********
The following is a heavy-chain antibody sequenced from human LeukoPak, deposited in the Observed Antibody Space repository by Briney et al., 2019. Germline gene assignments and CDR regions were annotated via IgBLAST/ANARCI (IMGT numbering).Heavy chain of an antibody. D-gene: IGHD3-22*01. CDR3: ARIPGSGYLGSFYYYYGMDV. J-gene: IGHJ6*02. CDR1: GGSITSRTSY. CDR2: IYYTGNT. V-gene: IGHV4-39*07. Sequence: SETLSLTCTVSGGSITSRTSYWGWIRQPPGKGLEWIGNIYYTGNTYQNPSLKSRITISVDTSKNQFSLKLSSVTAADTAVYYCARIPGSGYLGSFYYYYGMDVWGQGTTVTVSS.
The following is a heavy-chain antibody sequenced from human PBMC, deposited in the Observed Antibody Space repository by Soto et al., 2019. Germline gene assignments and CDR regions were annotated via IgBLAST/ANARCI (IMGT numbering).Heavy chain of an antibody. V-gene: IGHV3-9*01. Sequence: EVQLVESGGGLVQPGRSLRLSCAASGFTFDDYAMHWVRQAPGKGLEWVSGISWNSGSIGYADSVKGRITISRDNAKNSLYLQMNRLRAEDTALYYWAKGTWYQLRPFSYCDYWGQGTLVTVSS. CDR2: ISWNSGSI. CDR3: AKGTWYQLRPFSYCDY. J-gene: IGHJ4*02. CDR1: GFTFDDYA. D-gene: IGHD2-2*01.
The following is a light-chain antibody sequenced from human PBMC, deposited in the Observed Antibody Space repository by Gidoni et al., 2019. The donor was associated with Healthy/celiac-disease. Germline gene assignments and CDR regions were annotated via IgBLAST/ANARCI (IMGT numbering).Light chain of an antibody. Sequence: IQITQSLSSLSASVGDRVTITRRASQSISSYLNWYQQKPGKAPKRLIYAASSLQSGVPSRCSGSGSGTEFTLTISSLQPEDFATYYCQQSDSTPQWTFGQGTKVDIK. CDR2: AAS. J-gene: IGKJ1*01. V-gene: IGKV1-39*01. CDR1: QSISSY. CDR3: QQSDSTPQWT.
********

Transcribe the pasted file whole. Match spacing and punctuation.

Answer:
The following is a heavy-chain antibody sequenced from human LeukoPak, deposited in the Observed Antibody Space repository by Briney et al., 2019. Germline gene assignments and CDR regions were annotated via IgBLAST/ANARCI (IMGT numbering).Heavy chain of an antibody. D-gene: IGHD3-22*01. CDR3: ARIPGSGYLGSFYYYYGMDV. J-gene: IGHJ6*02. CDR1: GGSITSRTSY. CDR2: IYYTGNT. V-gene: IGHV4-39*07. Sequence: SETLSLTCTVSGGSITSRTSYWGWIRQPPGKGLEWIGNIYYTGNTYQNPSLKSRITISVDTSKNQFSLKLSSVTAADTAVYYCARIPGSGYLGSFYYYYGMDVWGQGTTVTVSS.
The following is a heavy-chain antibody sequenced from human PBMC, deposited in the Observed Antibody Space repository by Soto et al., 2019. Germline gene assignments and CDR regions were annotated via IgBLAST/ANARCI (IMGT numbering).Heavy chain of an antibody. V-gene: IGHV3-9*01. Sequence: EVQLVESGGGLVQPGRSLRLSCAASGFTFDDYAMHWVRQAPGKGLEWVSGISWNSGSIGYADSVKGRITISRDNAKNSLYLQMNRLRAEDTALYYWAKGTWYQLRPFSYCDYWGQGTLVTVSS. CDR2: ISWNSGSI. CDR3: AKGTWYQLRPFSYCDY. J-gene: IGHJ4*02. CDR1: GFTFDDYA. D-gene: IGHD2-2*01.
The following is a light-chain antibody sequenced from human PBMC, deposited in the Observed Antibody Space repository by Gidoni et al., 2019. The donor was associated with Healthy/celiac-disease. Germline gene assignments and CDR regions were annotated via IgBLAST/ANARCI (IMGT numbering).Light chain of an antibody. Sequence: IQITQSLSSLSASVGDRVTITRRASQSISSYLNWYQQKPGKAPKRLIYAASSLQSGVPSRCSGSGSGTEFTLTISSLQPEDFATYYCQQSDSTPQWTFGQGTKVDIK. CDR2: AAS. J-gene: IGKJ1*01. V-gene: IGKV1-39*01. CDR1: QSISSY. CDR3: QQSDSTPQWT.